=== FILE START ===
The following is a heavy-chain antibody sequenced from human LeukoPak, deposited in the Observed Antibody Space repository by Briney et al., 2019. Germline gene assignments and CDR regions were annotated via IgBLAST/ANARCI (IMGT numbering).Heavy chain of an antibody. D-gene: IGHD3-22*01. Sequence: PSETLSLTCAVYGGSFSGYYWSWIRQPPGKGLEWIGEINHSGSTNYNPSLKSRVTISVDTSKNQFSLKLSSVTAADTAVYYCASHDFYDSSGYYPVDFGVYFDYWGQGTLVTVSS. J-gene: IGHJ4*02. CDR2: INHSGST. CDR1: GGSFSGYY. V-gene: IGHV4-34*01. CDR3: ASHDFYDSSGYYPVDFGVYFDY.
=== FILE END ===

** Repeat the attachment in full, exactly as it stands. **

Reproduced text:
The following is a heavy-chain antibody sequenced from human LeukoPak, deposited in the Observed Antibody Space repository by Briney et al., 2019. Germline gene assignments and CDR regions were annotated via IgBLAST/ANARCI (IMGT numbering).Heavy chain of an antibody. D-gene: IGHD3-22*01. Sequence: PSETLSLTCAVYGGSFSGYYWSWIRQPPGKGLEWIGEINHSGSTNYNPSLKSRVTISVDTSKNQFSLKLSSVTAADTAVYYCASHDFYDSSGYYPVDFGVYFDYWGQGTLVTVSS. J-gene: IGHJ4*02. CDR2: INHSGST. CDR1: GGSFSGYY. V-gene: IGHV4-34*01. CDR3: ASHDFYDSSGYYPVDFGVYFDY.